While the human mind is responsible for the great technological cyber achievements of storing, accessing, understanding, and protecting vast amounts of data, it also represents the greatest vulnerability placing these achievements at risk.
The growing role of cyberspace in modern society has opened up new threats that come in the forms of:
- A data breach of employer, customer, or shareholder information
- Andustrial espionage involving a loss of trade secrets intellectual property
- Financial crimes
- The disruption of business or government operations
In fact, the Ponemon Institute’s report “2016 Cost of Data Breach Study: Global Analysis” (June 2016) estimates that in the next 24 months, companies have a 1 in 4 probability of a material data breach involving 10,000, or more, lost or stolen records.
Regardless of its technical sophistication or, in some cases, its simplicity, cybercrime is a “new means to old ends”, often made possible by human nature itself.
Social Engineering: An Effective Attack Methodology
A recent (November 2016) cybercrime analysis produced by Stratfor’s “Threat Lens” estimates that 91% of effective hacking attacks are structured around a social engineering approach that begins with a phishing or spear-phishing e-mail. While these attacks, which gain entry at the employee desktop, leave trace evidence within the Windows® log files, linking these entries in real-time to cyber threats, remains an impossibility for a vast majority of cybersecurity solutions. As result, phishing style attacks are relatively easy to deploy and have remarkably high penetration success rates.
The technical issues aside, the common denominator in these attacks is human nature. Phishing attacks gain entry by exploiting the human desire to; please a coworker or superior, avoid criticism, address human curiosity, or place trust in a message because of whom the message appears to come from.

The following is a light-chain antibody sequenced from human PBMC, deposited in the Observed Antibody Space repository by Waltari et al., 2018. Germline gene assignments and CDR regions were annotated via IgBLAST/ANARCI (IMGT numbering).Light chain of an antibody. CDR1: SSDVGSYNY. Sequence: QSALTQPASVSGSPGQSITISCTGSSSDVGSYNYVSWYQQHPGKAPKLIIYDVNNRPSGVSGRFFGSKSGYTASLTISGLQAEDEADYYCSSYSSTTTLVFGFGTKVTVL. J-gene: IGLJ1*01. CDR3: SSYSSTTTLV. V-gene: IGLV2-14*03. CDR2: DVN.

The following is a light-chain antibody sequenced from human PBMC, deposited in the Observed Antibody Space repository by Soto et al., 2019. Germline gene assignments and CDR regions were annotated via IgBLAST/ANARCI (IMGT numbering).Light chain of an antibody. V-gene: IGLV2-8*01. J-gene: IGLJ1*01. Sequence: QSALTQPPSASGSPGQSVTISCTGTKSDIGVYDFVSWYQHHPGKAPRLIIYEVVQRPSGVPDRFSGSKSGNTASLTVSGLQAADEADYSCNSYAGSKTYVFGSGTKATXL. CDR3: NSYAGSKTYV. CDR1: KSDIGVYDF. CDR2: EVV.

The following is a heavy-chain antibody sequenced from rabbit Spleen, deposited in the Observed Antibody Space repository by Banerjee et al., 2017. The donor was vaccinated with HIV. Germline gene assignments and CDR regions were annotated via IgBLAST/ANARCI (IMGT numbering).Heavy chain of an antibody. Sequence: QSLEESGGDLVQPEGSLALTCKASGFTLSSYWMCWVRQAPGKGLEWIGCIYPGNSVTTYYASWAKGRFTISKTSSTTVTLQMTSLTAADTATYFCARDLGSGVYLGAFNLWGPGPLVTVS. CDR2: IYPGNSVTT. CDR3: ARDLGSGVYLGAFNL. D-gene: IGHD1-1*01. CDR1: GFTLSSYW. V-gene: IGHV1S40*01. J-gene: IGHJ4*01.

Despite extensive investments in layered security, perimeter defenses, employee training… and more, the human component in cybersecurity remains the most vulnerable element that cyber criminals are likely to exploit. That’s because statistics show social engineering has the highest probability of cybercrime success.
So how do organizations eliminate human vulnerability within their network? Put simply, they can’t.
That’s why noted technology analysts and cybersecurity visionaries believe that the next frontier of cyber defense rests upon cybersecurity solutions that utilize a combination of behavioral analytics, artificial intelligence, and virtual supercomputing. Increasingly, the emphasis in cybersecurity is shifting toward technologies that detect successful intrusions on the network BEFORE they can have harmful impacts on the enterprise.
On a personal note, Red Lambda is proud to be a leader on this cyber technology frontier. With cybersecurity becoming increasingly important to our nation’s economic and military stability, the Red Lambda team continues to develop innovative solutions that strengthen our defenses against cybercrime and nation-state cyber incursions.
While cybersecurity innovation will continue into the next decade the weaknesses of human nature will likely remain as the largest vulnerability to protecting cyber assets. Going forward, organizations will need to increasingly shift their cybersecurity focus on more effective detection technologies capable of identifying threat-induced anomalies in real-time, allowing them to implement immediate threat mitigation responses that prevent data loss and business disruption.
At the end of the day, we can’t change human nature, but we can create technologies that stop cyber attackers who intend to exploit it.